Last week, I told you about a series of cases Alliance Defending Freedom has pending before the U.S. Supreme Court in the current term. While those cases, with their especially far-reaching implications, are critical, the impact of the cases our attorneys present regularly in state supreme courts across the country can be just as important to the future freedoms of you and your family.
Last week in Wisconsin, for instance, Senior Counsel Austin R. Nimocks presented oral arguments before that state’s Supreme Court in the case of Appling v. Walker, arguing that former Governor Jim Doyle and the state legislature violated the Wisconsin constitution in creating legal unions that imitate marriage.
In 2012, a state appellate court decision upheld a lower court’s ruling that approved efforts by groups promoting same-sex “marriage” to circumvent the will of Wisconsin voters, who passed a constitutional amendment in 2006 defining marriage as the legal union of one man and one woman. Through so-called “domestic partnerships,” some state legislators are attempting to create a legal equivalent of marriage, despite specific language in the 2006 amendment that
prohibits any “legal status identical or substantially similar to that of marriage for unmarried individuals.”
“Society should protect and strengthen marriage, not undermine it,” says Nimocks. “The people of Wisconsin recognize this, and that is precisely the reason they approved a constitutional amendment that protects marriage from all imitators. It is clear that state’s ‘domestic partnership’ scheme is exactly the kind of marriage imitation that the voters intended to prevent.”
Our attorneys are lead counsel in the suit together with co-counsel Mike Dean of the First Freedoms Foundation and co-counsel Richard M. Esenberg, two of nearly 2,300 attorneys allied with Alliance Defending Freedom.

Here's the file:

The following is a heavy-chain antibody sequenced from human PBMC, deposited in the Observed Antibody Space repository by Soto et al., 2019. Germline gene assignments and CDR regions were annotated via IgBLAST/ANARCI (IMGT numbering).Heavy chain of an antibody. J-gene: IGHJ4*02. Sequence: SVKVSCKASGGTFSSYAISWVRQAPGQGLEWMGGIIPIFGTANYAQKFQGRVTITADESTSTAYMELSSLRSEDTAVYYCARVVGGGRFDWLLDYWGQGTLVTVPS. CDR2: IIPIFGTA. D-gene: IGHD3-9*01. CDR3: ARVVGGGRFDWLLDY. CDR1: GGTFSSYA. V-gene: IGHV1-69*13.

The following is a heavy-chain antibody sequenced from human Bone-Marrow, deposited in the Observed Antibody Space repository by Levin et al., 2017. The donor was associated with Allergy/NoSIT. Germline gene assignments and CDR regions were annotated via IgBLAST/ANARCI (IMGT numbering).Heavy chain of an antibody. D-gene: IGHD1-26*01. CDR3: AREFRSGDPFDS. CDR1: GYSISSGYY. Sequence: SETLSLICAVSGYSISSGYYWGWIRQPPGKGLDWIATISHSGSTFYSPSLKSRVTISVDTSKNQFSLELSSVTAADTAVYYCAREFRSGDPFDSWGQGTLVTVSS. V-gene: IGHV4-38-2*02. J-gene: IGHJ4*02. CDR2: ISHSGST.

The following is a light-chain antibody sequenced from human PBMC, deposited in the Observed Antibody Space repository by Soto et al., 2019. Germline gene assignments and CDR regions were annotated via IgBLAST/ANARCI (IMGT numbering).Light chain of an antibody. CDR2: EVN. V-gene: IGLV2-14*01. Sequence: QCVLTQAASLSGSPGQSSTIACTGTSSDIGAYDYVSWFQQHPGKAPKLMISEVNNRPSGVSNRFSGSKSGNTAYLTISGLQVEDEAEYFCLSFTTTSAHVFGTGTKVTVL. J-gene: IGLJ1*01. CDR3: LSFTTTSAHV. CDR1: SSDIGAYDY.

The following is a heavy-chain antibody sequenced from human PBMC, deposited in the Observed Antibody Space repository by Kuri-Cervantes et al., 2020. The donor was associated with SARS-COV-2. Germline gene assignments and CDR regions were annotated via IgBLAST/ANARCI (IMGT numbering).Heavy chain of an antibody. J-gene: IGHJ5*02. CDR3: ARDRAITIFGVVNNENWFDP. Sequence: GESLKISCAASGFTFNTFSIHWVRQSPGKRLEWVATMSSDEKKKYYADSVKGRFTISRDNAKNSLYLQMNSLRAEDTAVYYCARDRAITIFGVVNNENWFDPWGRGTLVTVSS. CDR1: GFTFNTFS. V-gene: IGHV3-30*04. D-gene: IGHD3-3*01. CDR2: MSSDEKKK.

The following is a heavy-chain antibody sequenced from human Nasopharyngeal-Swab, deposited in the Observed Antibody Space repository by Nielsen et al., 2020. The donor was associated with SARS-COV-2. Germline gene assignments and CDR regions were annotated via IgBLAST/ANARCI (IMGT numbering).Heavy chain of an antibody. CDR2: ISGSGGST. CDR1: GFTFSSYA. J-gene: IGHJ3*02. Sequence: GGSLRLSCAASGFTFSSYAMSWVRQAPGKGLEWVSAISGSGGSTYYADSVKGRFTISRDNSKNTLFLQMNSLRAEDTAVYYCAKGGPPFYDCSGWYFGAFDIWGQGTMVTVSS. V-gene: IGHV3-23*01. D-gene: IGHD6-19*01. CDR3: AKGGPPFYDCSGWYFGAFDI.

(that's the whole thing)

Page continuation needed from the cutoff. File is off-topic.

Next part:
On the same day our attorneys argued in support of marriage in Wisconsin, Legal Counsel Jim Campbell presented oral arguments at the New Mexico Supreme Court concerning that state’s marriage laws. Our organization is representing a number of current and former state lawmakers who filed a brief with the court last month, protesting a district judge’s order to issue marriage licenses to same-sex couples in Bernalillo County.
“The union between one man and one woman – marriage – is timeless, universal, and special,” says Campbell. “New Mexico’s laws have reflected this from the beginning, and nothing has changed. The legislators who enacted New Mexico’s marriage laws unquestionably understood marriage to be the union of a man and a woman, as both the current and former state attorneys general have acknowledged. Nothing in New Mexico’s constitution requires the state to change this understanding of marriage.”
You might think from media reports that the whole nation has embraced same-sex unions; in fact, 35 of the 50 states still define marriage as the union of one man and one woman. Indeed, the majority of Americans still see marriage that way. Please be in prayer for our attorneys as we continue to defend that definition in courts throughout the nation – affirming God’s plan and preserving our heritage for the sake of your children and grandchildren.